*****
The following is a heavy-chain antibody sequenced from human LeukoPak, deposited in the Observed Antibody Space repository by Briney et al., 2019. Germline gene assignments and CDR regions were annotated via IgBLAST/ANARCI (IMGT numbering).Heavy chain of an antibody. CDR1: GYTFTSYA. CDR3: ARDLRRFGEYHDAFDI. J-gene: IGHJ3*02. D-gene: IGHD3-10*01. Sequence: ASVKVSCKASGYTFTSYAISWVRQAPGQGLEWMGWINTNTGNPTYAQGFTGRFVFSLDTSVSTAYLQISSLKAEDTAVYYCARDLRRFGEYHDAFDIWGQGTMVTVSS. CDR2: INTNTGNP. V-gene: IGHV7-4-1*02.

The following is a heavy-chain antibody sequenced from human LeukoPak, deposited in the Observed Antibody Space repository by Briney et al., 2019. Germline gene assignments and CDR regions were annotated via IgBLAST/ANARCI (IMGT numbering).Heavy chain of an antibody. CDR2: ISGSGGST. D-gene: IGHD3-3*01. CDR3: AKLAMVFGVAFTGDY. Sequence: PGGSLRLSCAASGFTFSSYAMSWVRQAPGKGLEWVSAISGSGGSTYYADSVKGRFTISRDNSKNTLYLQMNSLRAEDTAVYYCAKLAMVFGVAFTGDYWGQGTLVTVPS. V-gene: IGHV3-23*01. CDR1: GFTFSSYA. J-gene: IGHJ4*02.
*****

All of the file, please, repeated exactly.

The following is a heavy-chain antibody sequenced from human LeukoPak, deposited in the Observed Antibody Space repository by Briney et al., 2019. Germline gene assignments and CDR regions were annotated via IgBLAST/ANARCI (IMGT numbering).Heavy chain of an antibody. CDR1: GYTFTSYA. CDR3: ARDLRRFGEYHDAFDI. J-gene: IGHJ3*02. D-gene: IGHD3-10*01. Sequence: ASVKVSCKASGYTFTSYAISWVRQAPGQGLEWMGWINTNTGNPTYAQGFTGRFVFSLDTSVSTAYLQISSLKAEDTAVYYCARDLRRFGEYHDAFDIWGQGTMVTVSS. CDR2: INTNTGNP. V-gene: IGHV7-4-1*02.

The following is a heavy-chain antibody sequenced from human LeukoPak, deposited in the Observed Antibody Space repository by Briney et al., 2019. Germline gene assignments and CDR regions were annotated via IgBLAST/ANARCI (IMGT numbering).Heavy chain of an antibody. CDR2: ISGSGGST. D-gene: IGHD3-3*01. CDR3: AKLAMVFGVAFTGDY. Sequence: PGGSLRLSCAASGFTFSSYAMSWVRQAPGKGLEWVSAISGSGGSTYYADSVKGRFTISRDNSKNTLYLQMNSLRAEDTAVYYCAKLAMVFGVAFTGDYWGQGTLVTVPS. V-gene: IGHV3-23*01. CDR1: GFTFSSYA. J-gene: IGHJ4*02.